• SUMMARY OF THE DISCLOSURE
  • [0006]
    Accordingly, embodiments of the inventive disclosures made herein comprise various embodiments of a hurricane protection harness for securing assets such as homes, buildings, planes, boats, motor homes, mobile homes, and motor vehicles from the damaging effects of high winds from hurricanes, typhoons, tornadoes, cyclones and the like.
  • [0007]
    Embodiment of the inventive disclosures herein are directed to a mesh harness made of a high strength mesh material that has a high tensile strength, high tear and burst strength, and is light in weight. The straps that crisscross on the surface are stitched for high tensile strength and are stitched also on both sides of the mesh harness section made from nylon/polypropylene or a material that has high tensile strength. The straps have fasteners connected to them such as hooks, rings, snaps or other connectors that are of sufficient tensile strength. The main mesh harness is ordered in sections. Each section is ordered by length and width depending on the size of the windows and doors (if used on a building) and how many straps are needed. The second component is the ratchet tie down straps. The tie down straps are nylon or rope but in either case both have ratchet mechanisms for taking up slack and tensioning the harness sections over the asset to be protected. The ratchet tie down straps can be ordered by size length and work load tensile force capacity as well as the size of ratchets. The ratchets tie down straps have fasteners connected to them on opposing ends of the strap, fasteners such as snap-hooks, hooks or other suitable fasteners permitting ratchets straps and ratchets to have a sufficiently high pull strength rating. The third component of the hurricane protection harness is the anchors. The anchors are of supreme importance as the anchors moor the whole harness or harness assemblies and protected assets to the ground. Typical anchors have a work load from 2,500 lbs tensile force to 49,000 lbs force depending on the size needed for the job. Typical anchors are recessed anchors made of stainless steel or zinc plated steel. The main ground anchors may be imbedded in fresh concrete, the size of the hole needed to be dug out will determine the pull out strength. Another variety of main anchor is a recessed tie down ring having a nominal 6,000 lb force capacity. The zinc plated tie down ring is drilled and mounted in hardened concrete with concrete bolt screws. Four bolts hold the tie down ring plate in place. The remaining varieties of anchors are typically only used as the secondary anchors, such as anchors used as safety anchors for the main anchors. Anchor types that can be used are auger anchors, screw anchors, duck bill anchors, as well as conventional anchors used to anchor metal buildings.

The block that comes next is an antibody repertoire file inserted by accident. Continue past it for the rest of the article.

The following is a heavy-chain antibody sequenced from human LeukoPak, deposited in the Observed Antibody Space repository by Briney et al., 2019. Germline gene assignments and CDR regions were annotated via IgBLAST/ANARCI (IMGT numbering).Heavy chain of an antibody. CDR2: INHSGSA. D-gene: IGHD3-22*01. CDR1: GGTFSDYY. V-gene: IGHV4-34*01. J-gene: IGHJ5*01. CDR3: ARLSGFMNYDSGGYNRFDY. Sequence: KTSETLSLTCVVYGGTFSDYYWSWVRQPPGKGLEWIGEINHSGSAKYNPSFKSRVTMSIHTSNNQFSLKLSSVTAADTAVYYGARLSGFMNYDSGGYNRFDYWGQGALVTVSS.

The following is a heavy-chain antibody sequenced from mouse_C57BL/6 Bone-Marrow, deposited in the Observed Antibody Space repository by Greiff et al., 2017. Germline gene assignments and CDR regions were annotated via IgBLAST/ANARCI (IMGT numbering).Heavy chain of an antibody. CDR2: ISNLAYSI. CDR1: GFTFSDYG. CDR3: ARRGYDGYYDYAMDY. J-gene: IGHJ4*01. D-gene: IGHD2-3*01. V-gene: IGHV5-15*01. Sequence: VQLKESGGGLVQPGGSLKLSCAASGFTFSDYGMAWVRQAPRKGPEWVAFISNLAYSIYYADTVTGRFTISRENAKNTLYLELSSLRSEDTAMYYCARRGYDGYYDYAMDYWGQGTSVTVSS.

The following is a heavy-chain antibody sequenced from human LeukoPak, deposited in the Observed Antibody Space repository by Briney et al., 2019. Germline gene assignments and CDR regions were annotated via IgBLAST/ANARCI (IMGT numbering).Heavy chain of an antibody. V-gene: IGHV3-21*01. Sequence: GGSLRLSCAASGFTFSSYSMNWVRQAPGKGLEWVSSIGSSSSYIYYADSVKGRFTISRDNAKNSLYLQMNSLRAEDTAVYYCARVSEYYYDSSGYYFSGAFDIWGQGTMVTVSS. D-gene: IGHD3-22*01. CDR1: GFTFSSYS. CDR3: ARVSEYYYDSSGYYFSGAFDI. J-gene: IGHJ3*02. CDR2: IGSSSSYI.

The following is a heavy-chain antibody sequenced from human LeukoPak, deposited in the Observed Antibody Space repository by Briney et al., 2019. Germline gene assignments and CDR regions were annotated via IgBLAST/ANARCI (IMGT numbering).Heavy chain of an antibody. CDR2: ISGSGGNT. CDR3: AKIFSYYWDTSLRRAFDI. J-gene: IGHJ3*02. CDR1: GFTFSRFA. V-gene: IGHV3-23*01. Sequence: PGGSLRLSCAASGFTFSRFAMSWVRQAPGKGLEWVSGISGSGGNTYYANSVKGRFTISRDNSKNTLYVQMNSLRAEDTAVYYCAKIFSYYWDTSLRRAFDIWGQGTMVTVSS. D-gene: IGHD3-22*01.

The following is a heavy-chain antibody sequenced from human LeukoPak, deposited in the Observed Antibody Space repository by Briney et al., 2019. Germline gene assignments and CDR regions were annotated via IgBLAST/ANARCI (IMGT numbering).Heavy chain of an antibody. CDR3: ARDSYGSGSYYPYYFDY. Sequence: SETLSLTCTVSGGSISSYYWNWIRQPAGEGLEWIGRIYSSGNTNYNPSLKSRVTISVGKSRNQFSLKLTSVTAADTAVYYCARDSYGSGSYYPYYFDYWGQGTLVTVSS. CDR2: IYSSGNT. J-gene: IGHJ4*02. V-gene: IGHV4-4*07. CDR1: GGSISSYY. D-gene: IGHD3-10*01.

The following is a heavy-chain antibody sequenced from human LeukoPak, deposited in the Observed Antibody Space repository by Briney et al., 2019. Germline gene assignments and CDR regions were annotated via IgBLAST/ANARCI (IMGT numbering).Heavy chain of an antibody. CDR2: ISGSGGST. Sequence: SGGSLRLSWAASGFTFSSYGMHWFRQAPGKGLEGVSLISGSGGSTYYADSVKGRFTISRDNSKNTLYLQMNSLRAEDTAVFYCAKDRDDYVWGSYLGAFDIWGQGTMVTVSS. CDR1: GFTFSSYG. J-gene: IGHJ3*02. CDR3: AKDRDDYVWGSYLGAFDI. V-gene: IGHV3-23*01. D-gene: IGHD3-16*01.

• [0008]
    The mesh harness has tension straps stitched along opposing sides of the mesh. The tension straps have connectors on the ends that may be buckles, hooks, rings, or snaps for example. Each harness that extends over the roof connects one strap to another strap flat on the roof. The harness ends include tension straps that extend to the ground on both sides of the mesh harness. These straps are connected to the ratchet tie down straps. The cross straps connected to the mesh harness and extending down the sides of the building or home connect also to ratchet tie down straps. The substantial parts of the building or home are covered by the mesh harness and held in place by ratchet tie down straps. The ratchet tie downs straps connect to the ground or cement anchors. The ratchets on the ratchet straps are then torqued down to tighten the harness onto the building or asset being protected. After installation, it is prudent to tension every ratchet to assure that all straps are tight. A harness assembly may consist of multiple harness segments. Each harness segment is joined by one or more cross straps extending outwards from the harness segment substantially perpendicular to the tension straps. The cross straps are stitchably secured to the tension straps and mesh harness netting, and once tensioned permit the multiple harness assembly to perform as a unit.
  • [0009]
    In one or more embodiments of the inventive disclosures made herein, the mesh harness comprises a material selected from the set consisting of nylon, or polypropylene.
  • [0010]
    In one or more embodiments of the inventive disclosures made herein, the asset protected is a motor vehicle.
  • [0011]
    In one or more embodiments of the inventive disclosures made herein, the asset protected is a boat.
  • [0012]
    In one or more embodiments of the inventive disclosures made herein, the asset protected is an airplane.
  • [0013]
    In one or more embodiments of the inventive disclosures made herein, the asset protected is a mobile home.
  • [0014]
    In one or more embodiments of the inventive disclosures made herein, two or more harness segments are joined in a side by side distally spaced parallel relationship by the one or more cross straps spanning across the harnesses with the cross straps extending across the tension straps of the harnesses and secured to the harnesses such as to secure the harnesses into a one piece harness assembly. The assembly is sized to fit the asset to be protected and secure the asset against hurricane wind.
  • [0015]
    In one or more embodiments of the inventive disclosures made herein, the harness assembly extends over the roof of the building and down the sides with the mesh protecting windows and doors from flying debris together with the harness assembly holding the building to its foundation as well as holding the building together through hurricane winds.
  • [0016]
    In one or more embodiments of the inventive disclosures made herein, the harness assembly covers between 40 to 90% of the building from roof to ground.
  • [0017]